Health
UC Atlas of Global Inequality

Health
Intercountry Inequality
Cause of Death
Disease and Immunization
Access to Health Care
Intracountry Inequality
HIV and AIDS

 

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Global Inequalities in Health

One cornerstone of justice and equality is equal capability to achieve health (Sen 2002). Those whose lives are cut short by unequal economic and social conditions are subject to a brutal inequality. For this reason, measures of survival, such as life expectancy, have justly become key indicators of social progress. We examine five aspects of health inequality: 1) inequalities of life and death between countries, 2) causes of death  3) disease prevalence,  4) health care spending. 5) inequalities within countries

Inequalities of life and death between countries

A child born in Swaziland is nearly 30 times more likely to die before the age of five than a child born in Sweden. (There are 119 deaths per thousand births in Swaziland compared to four in Sweden.) A child in Cambodia is 17 times more likely to die in its first five years than a child in Canada.  These are differences between average child mortality rates in those countries. Inequalities within countries (described below) mean that the difference between the mortality of poor children in Swaziland and of rich children in the US is considerably larger. Inequalities of life expectancy, infant mortality and under five mortality are examined in Life and death -- inequalities between countries.

Causes of death

Worldwide, one death in three is from a communicable disease (see figure), yet almost all these deaths occur in the Third World. The relative infrequency of death due to communicable disease in the industrialized world shows what world health equality could achieve. We examine these contrasts in Causes of death.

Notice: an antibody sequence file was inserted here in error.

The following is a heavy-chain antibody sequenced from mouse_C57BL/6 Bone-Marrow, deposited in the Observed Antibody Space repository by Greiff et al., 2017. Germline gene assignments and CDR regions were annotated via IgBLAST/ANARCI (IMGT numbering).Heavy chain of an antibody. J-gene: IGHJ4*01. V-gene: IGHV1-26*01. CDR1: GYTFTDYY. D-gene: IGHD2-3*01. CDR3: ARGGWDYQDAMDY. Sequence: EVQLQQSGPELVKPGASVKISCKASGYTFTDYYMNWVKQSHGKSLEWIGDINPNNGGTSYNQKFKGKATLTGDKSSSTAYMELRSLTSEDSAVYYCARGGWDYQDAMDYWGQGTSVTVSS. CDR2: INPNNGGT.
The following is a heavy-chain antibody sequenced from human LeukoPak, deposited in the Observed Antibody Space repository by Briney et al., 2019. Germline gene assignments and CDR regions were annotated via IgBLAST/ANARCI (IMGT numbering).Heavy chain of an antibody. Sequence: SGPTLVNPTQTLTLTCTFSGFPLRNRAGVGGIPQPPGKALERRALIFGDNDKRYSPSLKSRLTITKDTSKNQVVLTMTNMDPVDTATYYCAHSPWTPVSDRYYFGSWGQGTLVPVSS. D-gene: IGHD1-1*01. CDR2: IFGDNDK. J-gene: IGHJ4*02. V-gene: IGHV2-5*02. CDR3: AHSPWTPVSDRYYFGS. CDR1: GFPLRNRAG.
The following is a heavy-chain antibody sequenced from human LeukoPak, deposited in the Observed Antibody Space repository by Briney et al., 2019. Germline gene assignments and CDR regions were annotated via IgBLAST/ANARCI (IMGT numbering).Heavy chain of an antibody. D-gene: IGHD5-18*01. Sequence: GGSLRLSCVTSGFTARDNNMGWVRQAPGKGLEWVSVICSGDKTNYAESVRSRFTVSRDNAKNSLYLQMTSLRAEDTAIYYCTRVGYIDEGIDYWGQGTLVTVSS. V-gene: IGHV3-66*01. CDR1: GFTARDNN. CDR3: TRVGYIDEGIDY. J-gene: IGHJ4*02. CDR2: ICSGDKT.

Disease prevalence

In the section Disease and Immunization, we examine national rates of disease incidence. Maps and graphics show the global pattern of incidence, and levels of immunization, for selected communicable diseases, generally for the last four decades. These pages show the decline of communicable diseases and the spread of immunization in many countries of the world (The figure below shows the global reduction in the prevalence of measles associated with the spread of immunization).

Contrasts of health care spending and achievement

Some countries achieve high life expectancy while spending little on health care. Others spend heavily while achieving relatively low life expectancy. In the graph below, the most striking comparison is between the US and Cuba. Cuba achieves virtually identical life expectancy to the US while spending  less than $200 per person on health care, compared to $4,400 per person in the US.

In the section on Health care spending we look at some of the factors explaining these contrasts, and the "inverse care law" - the rich receive care while the poor have most of the illness and death and do not receive care.

Wide inequalities also exist within countries

National health data usually overlooks inequality within countries. Governments rarely collect systematic data on the differences between mortality rates and life expectancies of rich and poor. The graph below shows the Under Five Mortality of the children of the poor and of the rich for 44 countries for which data is available. We examine other examples in Within country inequalities.

Reference: Sen, A. (2002). "Why health equity?"Health Economics 11: 659-666.
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